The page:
“Modular interconnect PCIe has promise, but it is very early to begin talking about it as an alternative to SANs,’’ notes Jim Bagley, a senior analyst at Storage Strategies NOW/Systems Strategies NOW. “The virtualization software layer necessary to do this is a big undertaking, and there are a number of alternative methods.” However, he notes that there has been activity in the PCIe space recently with Micron purchasing PCIe virtualization company Virtensys, among other initiatives.
Network Computing blogger Howard Marks said that at the recent Storage Networking World event he attended, one of the coolest things he saw was an innovative way to package flash, using a 2.5-inch PCIe SSD from Micron that Dell and HP can use in their Romley servers. “They’ve squeezed the PCIe connection into the SAS/SATA connector so server vendors can make a few of their hot-swap drive slots into multi-purpose hot-swap SAS/SATA/PCIe slots with 4 x2 PCIe lanes,’’ Marks wrote.
Jim Handy, an SSD analyst at Objective Analysis, calls PCIe “an interesting and complex issue.” He says he has spoken with a number of companies that were confronted with the decision of whether to add a SAN to the tune of $400,000 and up, but instead elected to try using a $7,000 PCIe card. Those companies “found that they got a huge amount of headroom that the SAN wouldn't have provided. Trying this takes a leap of faith, though,’’ he cautions. “You can't run some calculation to tell you that it’s going to turn out that way. If you could, the SAN companies would all be in enormous trouble right now.”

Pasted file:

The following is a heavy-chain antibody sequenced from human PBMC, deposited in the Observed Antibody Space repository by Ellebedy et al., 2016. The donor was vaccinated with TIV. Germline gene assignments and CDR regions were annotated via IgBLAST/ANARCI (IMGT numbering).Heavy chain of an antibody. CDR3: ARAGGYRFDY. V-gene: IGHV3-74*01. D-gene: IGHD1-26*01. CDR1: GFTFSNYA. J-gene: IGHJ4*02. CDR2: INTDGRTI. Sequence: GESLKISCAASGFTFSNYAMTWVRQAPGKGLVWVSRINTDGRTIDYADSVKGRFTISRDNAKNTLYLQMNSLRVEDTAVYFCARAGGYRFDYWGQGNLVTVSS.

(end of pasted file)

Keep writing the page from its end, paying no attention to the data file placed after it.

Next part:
Handy believes SAN providers will face some challenges as this technology finds its niche. “Successful ones will adopt flash to provide their customers with better price/performance points,’’ he says. “Some may miss the boat as they attempt to defend their turf.”
And, customers faced with I/O performance bottlenecks are finding that they can move past this problem by migrating from expensive architectures to cheaper ones—a move Handy says is not at all intuitive. “Over the long run, the storage performance continuum will be reset to a new trendline that offers higher performance at a lower price,’’ he says. “What a boon to data center managers--especially at a time when data requirements are ballooning.”
The biggest drawback of PCIe networking, says Bagley, is the limited distance that the bus architecture can support. “Improvements in this area will take some time to develop, for example, PCIe over optical cable.” Additionally, he says, “the lack of a standards-based virtualization layer between servers means that early adopters are going to have to home-brew a lot of the applications and management functions.”
In terms of what PCIe brings to the table, it has basic functions like capacity reporting and operational features like replication and deduplication, Bagley says—management features that are taken for granted in SANs, but will need to be added in Network Attached Storage (NAS).
“With the availability of 10Gb Ethernet fabric and multiport adapters and switches for reliability, with higher speeds in the pipeline, it will take time for PCIe networking to take hold,” says Bagley.
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